Pressfield also invests the action with a language that bridges the centuries. His Spartans identify themselves as light infantry, and have virtual dog tags, each before conflict takes a twig, breaks it in half, carries one half on him, stacks the other in the rear, where he retrieves it after battle. His Spartans plan and launch a complex night raid on Xerxes’ tent in which, as modern warriors would, they divide into fire teams, identify a rally-point, and think through contingencies ahead of time.

In Pressfield’s book, unlike 300, no-one in the Persian army is disfigured, monstrous; nor do pig-like ephors, back in Sparta, drool over virtuous Spartan maidens.  The two stories do share a frame and certain plot elements; both use the device of the single (honorably discharged) survivor as narrator; the laconic quips—“then we shall fight in the shade” of course, stems from Herodotus’ account—are all included, as well as the near-escape for Xerxes, when one of the central characters gets close enough to throw a spear at him.  But while we might agree with A.O. Scott’s assessment that the film turns this material into lumbering moralism--"the battle of the manly men" --Pressfield’s novel weaves them into powerful tragedy. Gates of Fire engages our empathy in a story of common humanity undone and common sense undone, for an ideal that is somehow nonetheless worth it.

Perhaps with Pressfield’s framing in mind, The Marine Corps Times reviewed 300 much more positively.  While acknowledging the film’s “beefcake, butchery and bombast” reviewer Susan Wloszczyna also noted how it spoke to Marine keywords: Discipline. Duty. Honor. Country. The image at the heart of Leonidas’s psyche, as imagined by Frank Miller—his confrontation with a wild beast during his harsh training—connects not so much with Herodotus or any other ancient account of the agoge, but the famous recruiting video entitled “Rite of Passage” in which the young recruit slays a monster and emerges as a Marine. We are watching the few and the proud, as they put their bodies on the line for the greater good.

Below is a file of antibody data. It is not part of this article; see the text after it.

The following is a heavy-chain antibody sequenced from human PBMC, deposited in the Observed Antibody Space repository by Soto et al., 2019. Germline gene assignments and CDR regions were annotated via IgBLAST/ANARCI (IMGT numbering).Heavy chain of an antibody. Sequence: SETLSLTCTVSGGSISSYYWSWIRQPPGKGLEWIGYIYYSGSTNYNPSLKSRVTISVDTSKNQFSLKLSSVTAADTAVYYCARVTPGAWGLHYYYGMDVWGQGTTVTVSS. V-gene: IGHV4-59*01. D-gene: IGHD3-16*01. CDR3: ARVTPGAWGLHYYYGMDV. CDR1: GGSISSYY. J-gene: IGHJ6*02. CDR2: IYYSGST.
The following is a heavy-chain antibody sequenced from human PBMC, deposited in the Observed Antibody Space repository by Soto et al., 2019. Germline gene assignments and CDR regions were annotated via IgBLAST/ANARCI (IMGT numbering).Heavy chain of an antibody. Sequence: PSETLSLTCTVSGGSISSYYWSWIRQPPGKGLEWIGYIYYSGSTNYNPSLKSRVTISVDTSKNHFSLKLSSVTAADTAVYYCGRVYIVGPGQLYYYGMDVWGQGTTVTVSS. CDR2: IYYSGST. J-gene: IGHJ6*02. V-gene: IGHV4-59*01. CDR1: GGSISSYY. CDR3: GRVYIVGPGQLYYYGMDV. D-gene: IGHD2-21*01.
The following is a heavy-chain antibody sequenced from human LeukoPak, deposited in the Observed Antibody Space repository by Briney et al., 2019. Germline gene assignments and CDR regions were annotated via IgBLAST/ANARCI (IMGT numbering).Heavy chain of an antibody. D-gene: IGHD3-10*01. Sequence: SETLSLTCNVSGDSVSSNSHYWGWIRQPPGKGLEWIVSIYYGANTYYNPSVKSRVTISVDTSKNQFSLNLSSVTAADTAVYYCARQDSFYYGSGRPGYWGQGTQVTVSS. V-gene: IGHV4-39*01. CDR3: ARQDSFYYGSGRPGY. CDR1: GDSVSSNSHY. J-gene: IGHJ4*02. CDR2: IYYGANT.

Especially in view of the apparent glorification of violence in the film, and Miller’s own reactionary politics, one can choose to 300 as naïve, dangerous militarism. But much has changed since the film’s release in 2007—U.S military fatalities in Iraq have dropped from their peak that year (904) to 1 in 2012, while troop levels and casualties in Afghanistan rose to a peak in 2010, and are now also declining. All texts, including starkly drawn films, can be as intertextual as we make them.  Alongside Gates of Fire, 300 can also stand as monument to the horror and the waste of war, and a standing invitation to reflect on wider issues of service, and the reciprocal obligations that exist between national leaders, civilians and a professional military.